It was classic!  On a podcast of CrossExamined with Dr. Frank Turek, a caller chimed in and said, “Science has proven that people do not have free will and everything is predetermined.”  Dr. Turek responded, “Okay, do you and the scientists who did that investigation have the free will to decide the findings were true?”  The caller mumbled and murmured as he knew that Dr. Turek had him in his tracks.[5]

In the end, it is logically inconsistent to claim that humans do not have free will when we are employing are freedom reading this article.  You are choosing to read this article and you are choosing to decide which track to take.  Yes, God has to illumine our minds to His existence and to His salvation that He gives.  But, to negate the freewill is to negate an aspect of character that God gives to us.

The Problem of Evil

Perhaps one of the greatest problems with Calvinism and many Calvinists would concede is the problem of evil within the framework of Calvinism.  How does one deal with evil in the world while holding that God predetermines every action?  At the outset, that would conclude some difficult things about God.  Let us look at the theological and philosophical problems concerning Calvinism and the problem of evil.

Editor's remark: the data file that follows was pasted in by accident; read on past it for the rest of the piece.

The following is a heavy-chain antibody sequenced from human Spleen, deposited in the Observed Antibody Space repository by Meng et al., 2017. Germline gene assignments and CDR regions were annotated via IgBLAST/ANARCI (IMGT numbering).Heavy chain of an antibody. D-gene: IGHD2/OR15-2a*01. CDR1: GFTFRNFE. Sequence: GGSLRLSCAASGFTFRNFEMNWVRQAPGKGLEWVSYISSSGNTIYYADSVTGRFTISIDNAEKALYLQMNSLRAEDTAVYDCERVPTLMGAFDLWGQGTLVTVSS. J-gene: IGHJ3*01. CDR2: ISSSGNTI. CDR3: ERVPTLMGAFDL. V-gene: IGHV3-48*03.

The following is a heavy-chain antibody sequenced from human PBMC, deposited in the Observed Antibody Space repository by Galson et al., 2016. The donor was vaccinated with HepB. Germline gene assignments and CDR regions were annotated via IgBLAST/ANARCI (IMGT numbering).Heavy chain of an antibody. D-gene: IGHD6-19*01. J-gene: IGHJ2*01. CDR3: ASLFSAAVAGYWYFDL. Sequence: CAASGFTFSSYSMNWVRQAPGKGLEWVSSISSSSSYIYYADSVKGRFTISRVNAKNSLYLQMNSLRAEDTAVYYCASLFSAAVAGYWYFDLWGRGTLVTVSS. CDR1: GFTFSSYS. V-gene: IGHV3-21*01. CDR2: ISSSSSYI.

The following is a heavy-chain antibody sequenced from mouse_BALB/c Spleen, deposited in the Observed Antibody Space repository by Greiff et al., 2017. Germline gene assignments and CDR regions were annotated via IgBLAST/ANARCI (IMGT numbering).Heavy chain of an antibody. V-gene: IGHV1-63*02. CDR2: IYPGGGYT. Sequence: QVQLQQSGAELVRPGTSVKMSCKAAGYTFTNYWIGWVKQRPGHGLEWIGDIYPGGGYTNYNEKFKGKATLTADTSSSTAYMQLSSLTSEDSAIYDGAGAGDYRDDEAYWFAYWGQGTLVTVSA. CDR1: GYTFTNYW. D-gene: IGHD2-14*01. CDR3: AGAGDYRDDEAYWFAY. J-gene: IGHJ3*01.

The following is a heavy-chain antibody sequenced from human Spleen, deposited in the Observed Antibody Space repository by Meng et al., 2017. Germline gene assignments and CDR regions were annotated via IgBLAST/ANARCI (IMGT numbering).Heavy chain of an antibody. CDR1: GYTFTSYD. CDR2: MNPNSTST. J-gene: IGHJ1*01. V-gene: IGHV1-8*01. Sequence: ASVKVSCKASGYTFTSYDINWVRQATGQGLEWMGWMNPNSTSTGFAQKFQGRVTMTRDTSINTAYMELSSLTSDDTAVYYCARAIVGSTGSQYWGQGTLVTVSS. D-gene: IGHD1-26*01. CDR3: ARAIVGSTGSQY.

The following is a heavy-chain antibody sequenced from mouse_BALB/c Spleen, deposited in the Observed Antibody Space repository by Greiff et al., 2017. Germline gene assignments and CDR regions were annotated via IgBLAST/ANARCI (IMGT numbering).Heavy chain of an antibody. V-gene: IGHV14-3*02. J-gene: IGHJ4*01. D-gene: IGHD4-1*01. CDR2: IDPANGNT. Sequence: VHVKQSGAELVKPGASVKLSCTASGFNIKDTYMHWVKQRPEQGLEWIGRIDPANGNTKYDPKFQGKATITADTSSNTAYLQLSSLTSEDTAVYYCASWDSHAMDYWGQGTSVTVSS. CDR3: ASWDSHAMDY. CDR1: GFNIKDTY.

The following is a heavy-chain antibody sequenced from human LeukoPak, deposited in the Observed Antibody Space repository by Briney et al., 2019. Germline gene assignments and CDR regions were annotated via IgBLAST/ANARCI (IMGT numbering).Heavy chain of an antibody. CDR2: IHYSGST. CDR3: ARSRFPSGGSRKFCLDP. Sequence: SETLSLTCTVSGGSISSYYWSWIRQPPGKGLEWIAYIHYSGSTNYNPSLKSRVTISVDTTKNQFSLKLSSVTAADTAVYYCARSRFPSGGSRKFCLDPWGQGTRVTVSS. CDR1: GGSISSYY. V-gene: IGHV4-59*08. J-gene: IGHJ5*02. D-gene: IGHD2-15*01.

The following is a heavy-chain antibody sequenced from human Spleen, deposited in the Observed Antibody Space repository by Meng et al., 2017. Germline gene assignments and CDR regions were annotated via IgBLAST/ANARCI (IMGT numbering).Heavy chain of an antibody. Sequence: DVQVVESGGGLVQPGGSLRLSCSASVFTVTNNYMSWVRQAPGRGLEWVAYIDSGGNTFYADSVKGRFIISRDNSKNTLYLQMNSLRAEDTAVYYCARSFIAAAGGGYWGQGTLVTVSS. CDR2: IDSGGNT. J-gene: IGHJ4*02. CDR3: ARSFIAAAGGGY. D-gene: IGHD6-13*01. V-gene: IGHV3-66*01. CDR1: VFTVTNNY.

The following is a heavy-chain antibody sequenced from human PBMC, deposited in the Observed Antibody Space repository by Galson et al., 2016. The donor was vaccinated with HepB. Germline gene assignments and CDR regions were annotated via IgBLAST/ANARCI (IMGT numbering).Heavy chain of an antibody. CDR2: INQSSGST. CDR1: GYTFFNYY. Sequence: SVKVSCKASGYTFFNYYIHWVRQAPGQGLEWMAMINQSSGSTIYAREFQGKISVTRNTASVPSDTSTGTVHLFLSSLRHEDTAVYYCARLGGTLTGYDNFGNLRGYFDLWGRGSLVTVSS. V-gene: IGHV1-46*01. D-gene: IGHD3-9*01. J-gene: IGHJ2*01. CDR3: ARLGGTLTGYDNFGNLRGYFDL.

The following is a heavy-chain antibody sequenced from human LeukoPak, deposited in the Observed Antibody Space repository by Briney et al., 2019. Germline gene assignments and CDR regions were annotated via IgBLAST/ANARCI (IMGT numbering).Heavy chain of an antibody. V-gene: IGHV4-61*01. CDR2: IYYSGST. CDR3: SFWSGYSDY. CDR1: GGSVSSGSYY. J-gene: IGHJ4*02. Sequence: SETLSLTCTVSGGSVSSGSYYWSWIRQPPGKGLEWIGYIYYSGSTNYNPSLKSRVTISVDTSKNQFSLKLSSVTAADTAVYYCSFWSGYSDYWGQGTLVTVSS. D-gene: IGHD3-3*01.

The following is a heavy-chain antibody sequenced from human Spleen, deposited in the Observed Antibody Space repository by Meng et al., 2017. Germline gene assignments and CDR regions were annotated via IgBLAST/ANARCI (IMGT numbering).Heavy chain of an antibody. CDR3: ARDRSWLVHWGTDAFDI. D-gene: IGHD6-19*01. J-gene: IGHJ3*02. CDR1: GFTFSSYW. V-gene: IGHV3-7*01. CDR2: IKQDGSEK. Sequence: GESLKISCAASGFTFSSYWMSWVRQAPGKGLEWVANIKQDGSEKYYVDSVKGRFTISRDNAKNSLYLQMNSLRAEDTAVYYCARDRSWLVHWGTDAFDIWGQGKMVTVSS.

Theological Problems of Evil with Calvinism

Two theological problems exist with the problem of evil concerning Calvinism: the essence of God’s holiness and evil and the negation of human responsibility.

God’s Holiness (Causes God to be the Source of Evil)

Many view Saint Augustine as a Calvinist which is highly anachronistic.  Yet in Augustine’s classic work City of God, Augustine takes what I would consider an Arminian position although that too is anachronistic.  Augustine understood the natural end of assuming God’s absolute sovereignty with the absence of human free will.  It causes God to be the author of sin.  As Augustine writes about the beliefs of Cicero, who seemed to be more in line with Open Theism, Augustine writes, “Cicero chooses free will.  To support this, he denies foreknowledge and thus, in seeking to make men free, he makes them irreverent.  For the religious mind chooses both, foreknowledge as well as liberty; it acknowledges both, and supports both in pious faith.”[6]  Augustine continues later in his book with these words,